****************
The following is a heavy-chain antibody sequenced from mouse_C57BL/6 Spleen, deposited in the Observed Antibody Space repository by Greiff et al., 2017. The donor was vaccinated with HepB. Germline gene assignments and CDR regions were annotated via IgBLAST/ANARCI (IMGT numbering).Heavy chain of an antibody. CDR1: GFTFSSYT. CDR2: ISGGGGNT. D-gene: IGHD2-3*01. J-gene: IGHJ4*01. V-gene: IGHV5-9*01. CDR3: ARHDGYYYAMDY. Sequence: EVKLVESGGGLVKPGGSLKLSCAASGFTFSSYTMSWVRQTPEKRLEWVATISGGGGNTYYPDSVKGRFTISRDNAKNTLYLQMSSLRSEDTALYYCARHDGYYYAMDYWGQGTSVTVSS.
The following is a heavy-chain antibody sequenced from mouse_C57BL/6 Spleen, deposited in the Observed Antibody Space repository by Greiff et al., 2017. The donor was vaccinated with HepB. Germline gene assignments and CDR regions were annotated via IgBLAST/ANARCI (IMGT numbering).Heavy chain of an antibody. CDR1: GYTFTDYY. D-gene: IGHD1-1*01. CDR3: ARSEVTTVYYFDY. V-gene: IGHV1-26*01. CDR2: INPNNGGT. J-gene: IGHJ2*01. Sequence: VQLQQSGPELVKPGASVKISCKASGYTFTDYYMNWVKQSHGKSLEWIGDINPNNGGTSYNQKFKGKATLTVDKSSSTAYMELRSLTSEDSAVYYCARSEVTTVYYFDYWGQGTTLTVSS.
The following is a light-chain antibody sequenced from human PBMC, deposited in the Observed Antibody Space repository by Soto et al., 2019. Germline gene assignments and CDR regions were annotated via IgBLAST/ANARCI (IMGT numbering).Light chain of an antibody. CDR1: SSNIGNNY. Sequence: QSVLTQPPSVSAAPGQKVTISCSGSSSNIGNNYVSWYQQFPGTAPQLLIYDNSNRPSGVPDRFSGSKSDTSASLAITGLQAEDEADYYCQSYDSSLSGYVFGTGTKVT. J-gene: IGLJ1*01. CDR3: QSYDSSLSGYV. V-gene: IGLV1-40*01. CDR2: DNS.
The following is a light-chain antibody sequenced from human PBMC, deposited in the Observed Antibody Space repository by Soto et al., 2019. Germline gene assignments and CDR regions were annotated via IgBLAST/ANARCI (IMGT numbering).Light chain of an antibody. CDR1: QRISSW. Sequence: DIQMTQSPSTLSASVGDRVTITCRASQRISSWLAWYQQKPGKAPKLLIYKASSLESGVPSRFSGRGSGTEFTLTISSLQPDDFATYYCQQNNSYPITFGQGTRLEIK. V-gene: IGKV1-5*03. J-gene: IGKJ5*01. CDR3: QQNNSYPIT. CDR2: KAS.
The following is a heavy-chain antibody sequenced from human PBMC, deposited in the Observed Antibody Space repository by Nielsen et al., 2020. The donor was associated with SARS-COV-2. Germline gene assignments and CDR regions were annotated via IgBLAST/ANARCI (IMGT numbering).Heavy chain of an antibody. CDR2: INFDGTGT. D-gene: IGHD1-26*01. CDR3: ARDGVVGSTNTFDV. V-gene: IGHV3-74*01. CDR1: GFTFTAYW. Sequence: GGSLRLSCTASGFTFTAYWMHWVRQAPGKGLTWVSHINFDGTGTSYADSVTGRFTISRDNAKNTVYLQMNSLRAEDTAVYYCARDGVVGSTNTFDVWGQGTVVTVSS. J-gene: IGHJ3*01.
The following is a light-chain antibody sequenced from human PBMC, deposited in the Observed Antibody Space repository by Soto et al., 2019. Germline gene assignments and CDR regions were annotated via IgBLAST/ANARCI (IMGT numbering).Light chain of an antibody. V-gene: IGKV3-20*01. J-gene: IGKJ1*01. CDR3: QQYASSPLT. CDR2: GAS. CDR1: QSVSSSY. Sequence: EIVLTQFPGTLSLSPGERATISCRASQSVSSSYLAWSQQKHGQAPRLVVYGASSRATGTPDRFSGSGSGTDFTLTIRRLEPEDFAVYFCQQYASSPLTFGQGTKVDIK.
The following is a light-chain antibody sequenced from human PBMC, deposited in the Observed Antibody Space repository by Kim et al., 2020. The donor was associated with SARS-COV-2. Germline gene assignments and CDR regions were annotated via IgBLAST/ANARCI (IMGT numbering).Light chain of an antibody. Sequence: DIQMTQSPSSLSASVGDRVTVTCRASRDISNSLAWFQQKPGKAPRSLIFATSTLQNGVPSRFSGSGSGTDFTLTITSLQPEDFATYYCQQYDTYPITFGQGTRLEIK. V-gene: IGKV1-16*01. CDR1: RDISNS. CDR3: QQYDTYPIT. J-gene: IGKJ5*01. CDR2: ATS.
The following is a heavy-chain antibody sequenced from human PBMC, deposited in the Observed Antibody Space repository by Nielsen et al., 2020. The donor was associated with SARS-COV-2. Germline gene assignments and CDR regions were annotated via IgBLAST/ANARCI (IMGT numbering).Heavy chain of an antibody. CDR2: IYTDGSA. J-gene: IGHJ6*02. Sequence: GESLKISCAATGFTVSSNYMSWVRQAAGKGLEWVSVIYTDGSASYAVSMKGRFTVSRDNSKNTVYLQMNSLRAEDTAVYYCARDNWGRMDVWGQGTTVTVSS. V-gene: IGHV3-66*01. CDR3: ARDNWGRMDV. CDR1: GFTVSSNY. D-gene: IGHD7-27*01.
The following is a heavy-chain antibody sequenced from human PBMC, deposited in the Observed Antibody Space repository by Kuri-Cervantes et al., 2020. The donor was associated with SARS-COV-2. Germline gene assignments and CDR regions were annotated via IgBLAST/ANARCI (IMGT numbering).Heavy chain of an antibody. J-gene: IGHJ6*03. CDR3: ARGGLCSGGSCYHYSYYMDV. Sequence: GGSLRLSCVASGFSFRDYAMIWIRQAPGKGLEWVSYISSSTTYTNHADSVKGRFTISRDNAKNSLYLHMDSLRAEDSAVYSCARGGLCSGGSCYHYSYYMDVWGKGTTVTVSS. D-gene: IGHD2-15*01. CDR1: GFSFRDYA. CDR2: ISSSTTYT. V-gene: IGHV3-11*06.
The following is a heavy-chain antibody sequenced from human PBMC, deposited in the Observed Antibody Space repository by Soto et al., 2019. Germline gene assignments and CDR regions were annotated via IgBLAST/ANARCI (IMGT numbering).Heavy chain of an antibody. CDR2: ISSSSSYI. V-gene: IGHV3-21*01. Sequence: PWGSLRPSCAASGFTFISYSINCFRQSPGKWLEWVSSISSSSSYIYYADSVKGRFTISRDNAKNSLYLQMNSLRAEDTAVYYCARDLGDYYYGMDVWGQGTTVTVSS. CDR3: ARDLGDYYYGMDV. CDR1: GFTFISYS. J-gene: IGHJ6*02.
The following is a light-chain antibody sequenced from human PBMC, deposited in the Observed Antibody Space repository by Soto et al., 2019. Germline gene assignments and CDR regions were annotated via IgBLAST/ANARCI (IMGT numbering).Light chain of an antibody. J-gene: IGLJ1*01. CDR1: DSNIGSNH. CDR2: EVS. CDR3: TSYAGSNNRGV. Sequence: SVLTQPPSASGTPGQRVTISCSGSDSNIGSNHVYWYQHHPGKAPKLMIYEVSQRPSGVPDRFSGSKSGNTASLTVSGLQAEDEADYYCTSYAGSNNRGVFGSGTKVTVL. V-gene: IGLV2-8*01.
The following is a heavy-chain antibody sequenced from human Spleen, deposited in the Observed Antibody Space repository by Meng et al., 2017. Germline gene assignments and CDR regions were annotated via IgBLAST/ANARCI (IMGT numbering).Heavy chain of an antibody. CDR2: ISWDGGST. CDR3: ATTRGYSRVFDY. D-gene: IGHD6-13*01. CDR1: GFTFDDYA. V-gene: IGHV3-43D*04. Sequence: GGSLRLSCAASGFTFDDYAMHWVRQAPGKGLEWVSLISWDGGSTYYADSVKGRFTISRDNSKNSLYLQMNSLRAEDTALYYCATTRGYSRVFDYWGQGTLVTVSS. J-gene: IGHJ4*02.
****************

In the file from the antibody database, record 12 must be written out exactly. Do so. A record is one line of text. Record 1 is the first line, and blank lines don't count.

The following is a heavy-chain antibody sequenced from human Spleen, deposited in the Observed Antibody Space repository by Meng et al., 2017. Germline gene assignments and CDR regions were annotated via IgBLAST/ANARCI (IMGT numbering).Heavy chain of an antibody. CDR2: ISWDGGST. CDR3: ATTRGYSRVFDY. D-gene: IGHD6-13*01. CDR1: GFTFDDYA. V-gene: IGHV3-43D*04. Sequence: GGSLRLSCAASGFTFDDYAMHWVRQAPGKGLEWVSLISWDGGSTYYADSVKGRFTISRDNSKNSLYLQMNSLRAEDTALYYCATTRGYSRVFDYWGQGTLVTVSS. J-gene: IGHJ4*02.